The 2011 Proms season commenced this evening with the world première of a new work from Judith Weir. Evocatively titled Stars, Night, Music and Light, Weir has drawn on three lines of text from the sixth stanza of George Herbert‘s poem ‘Man’, a poem that echoes the sentiments of Psalm 8, celebrating humankind as the apogee and centrepiece of God’s creation. Herbert’s lines are wonderfully deep, even a touch abstruse at times, but Weir’s sliver of text is beautifully simple, as is the music she’s composed for the occasion.
And an occasion this is; i’m not sure it’s an envious position in which to be, writing the piece that gets the UK’s most celebrated and well-loved music festival up and running. Getting such traditional wheels in motion no doubt implies all manner of tacit restrictions on the kind of thing one might (or ought not to) compose. Perhaps it’s for this reason that Judith Weir strikes such a very, very safe and familiar pose, not merely tonal but even drawing comparisons with Vaughan Williams. While it doesn’t quite live up to Petroc Trelawny’s preambular optimism—it’s neither “high octane” nor especially “energetic”; the smooth, repetitive lines from the choir (despite the ongoing compression of the text) seem to nullify the orchestra’s attempts at momentum—it certainly fulfils Weir’s modest ambitions. An amuse-bouche with a soft, sweet centre: traditionalists will see it as the perfect way to begin this year’s season.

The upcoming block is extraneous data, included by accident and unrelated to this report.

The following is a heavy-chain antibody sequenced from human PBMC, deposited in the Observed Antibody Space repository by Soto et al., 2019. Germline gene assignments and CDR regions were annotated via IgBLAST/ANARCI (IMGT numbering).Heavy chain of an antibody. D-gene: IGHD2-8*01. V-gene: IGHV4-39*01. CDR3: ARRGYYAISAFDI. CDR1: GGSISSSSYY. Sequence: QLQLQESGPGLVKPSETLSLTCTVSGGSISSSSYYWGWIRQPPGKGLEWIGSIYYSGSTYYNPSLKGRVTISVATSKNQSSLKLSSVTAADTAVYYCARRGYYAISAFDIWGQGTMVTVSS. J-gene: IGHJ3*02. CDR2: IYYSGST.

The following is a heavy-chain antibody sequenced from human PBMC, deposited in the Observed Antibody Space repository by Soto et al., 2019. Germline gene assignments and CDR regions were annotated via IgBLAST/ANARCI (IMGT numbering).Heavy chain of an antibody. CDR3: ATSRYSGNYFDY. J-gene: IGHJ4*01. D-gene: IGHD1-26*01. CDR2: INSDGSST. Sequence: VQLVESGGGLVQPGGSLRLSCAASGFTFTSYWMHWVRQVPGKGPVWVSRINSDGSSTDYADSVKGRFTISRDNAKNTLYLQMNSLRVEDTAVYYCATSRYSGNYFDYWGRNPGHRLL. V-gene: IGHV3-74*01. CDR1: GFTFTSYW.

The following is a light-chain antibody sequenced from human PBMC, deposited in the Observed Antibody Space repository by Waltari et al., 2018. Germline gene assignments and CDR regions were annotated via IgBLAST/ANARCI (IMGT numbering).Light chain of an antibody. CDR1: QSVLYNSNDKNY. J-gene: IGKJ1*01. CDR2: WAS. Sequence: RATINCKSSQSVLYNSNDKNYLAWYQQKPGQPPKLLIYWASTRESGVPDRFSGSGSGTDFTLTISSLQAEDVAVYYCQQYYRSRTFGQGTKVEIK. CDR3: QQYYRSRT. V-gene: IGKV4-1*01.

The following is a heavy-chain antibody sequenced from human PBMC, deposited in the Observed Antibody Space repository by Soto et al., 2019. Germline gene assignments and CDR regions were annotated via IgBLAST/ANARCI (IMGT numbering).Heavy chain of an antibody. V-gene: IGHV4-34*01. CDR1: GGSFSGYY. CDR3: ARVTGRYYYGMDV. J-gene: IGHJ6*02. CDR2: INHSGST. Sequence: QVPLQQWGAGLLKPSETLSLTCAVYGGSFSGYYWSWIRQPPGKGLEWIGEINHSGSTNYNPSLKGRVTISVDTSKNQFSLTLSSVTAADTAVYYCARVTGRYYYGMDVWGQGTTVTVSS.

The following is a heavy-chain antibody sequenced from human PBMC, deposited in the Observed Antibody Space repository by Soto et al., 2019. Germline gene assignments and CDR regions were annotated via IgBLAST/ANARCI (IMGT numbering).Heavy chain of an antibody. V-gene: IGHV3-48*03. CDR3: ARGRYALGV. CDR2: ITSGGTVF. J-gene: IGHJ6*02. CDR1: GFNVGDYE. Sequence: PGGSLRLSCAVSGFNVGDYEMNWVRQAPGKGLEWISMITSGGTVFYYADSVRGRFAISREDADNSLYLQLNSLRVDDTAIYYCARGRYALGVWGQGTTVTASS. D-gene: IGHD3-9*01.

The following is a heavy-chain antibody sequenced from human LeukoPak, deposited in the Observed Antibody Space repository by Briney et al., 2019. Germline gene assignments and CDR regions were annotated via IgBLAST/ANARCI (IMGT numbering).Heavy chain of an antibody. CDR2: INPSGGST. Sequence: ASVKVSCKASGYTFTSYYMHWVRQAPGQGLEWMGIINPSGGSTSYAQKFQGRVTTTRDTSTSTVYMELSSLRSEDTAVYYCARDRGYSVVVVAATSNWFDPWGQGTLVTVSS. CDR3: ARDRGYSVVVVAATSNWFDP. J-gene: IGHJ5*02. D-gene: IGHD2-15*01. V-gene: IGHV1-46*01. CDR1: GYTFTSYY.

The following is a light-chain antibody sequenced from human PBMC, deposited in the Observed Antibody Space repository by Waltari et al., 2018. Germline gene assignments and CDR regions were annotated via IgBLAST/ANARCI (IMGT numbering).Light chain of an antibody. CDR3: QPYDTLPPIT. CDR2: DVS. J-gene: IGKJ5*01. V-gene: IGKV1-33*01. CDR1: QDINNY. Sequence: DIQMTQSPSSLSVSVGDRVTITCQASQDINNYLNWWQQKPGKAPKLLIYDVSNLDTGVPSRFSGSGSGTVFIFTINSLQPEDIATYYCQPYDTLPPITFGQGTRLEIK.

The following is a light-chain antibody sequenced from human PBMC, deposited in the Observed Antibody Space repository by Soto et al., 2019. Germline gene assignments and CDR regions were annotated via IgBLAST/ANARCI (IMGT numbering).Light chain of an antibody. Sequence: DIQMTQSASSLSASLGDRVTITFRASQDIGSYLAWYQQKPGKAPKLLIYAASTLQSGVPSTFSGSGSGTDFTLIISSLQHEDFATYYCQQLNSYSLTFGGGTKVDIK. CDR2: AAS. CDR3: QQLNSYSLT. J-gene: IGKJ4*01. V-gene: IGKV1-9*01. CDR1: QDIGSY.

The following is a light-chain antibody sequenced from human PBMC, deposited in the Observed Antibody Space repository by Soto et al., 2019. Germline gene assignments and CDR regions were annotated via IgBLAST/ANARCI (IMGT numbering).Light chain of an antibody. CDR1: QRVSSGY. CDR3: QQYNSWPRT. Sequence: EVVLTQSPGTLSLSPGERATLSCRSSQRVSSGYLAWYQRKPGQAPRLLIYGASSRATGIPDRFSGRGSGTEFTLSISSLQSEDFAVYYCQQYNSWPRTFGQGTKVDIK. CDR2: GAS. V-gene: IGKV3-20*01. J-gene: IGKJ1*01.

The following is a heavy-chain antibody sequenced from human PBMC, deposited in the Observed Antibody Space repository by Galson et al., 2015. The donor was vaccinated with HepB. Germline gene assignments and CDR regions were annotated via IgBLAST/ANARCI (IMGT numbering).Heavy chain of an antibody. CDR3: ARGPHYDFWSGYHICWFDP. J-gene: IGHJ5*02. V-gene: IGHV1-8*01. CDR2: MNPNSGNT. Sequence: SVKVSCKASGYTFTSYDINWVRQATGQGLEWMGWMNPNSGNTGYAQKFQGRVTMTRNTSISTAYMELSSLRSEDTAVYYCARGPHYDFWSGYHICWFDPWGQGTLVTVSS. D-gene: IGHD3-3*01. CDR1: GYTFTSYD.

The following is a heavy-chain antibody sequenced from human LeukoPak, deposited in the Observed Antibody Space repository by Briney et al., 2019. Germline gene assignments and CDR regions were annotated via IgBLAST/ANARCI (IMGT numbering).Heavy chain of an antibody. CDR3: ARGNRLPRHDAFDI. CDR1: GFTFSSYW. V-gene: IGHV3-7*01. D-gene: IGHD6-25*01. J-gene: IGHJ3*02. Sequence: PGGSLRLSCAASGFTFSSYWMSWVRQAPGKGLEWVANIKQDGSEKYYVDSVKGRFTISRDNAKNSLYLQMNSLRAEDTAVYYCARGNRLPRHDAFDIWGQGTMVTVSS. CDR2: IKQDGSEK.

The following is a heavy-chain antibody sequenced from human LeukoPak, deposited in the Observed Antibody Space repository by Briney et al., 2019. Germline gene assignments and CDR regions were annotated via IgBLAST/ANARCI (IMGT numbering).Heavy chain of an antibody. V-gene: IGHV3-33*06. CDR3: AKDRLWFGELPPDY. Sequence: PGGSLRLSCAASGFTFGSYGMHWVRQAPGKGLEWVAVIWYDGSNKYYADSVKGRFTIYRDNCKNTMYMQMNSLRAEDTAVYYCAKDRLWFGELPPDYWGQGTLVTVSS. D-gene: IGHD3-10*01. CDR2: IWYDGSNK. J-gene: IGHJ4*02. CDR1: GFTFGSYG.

The first performance of Stars, Night, Music and Light was given by the BBC Singers and BBC Symphony Chorus with the BBC Symphony Orchestra, conducted by Jiří Bělohlávek.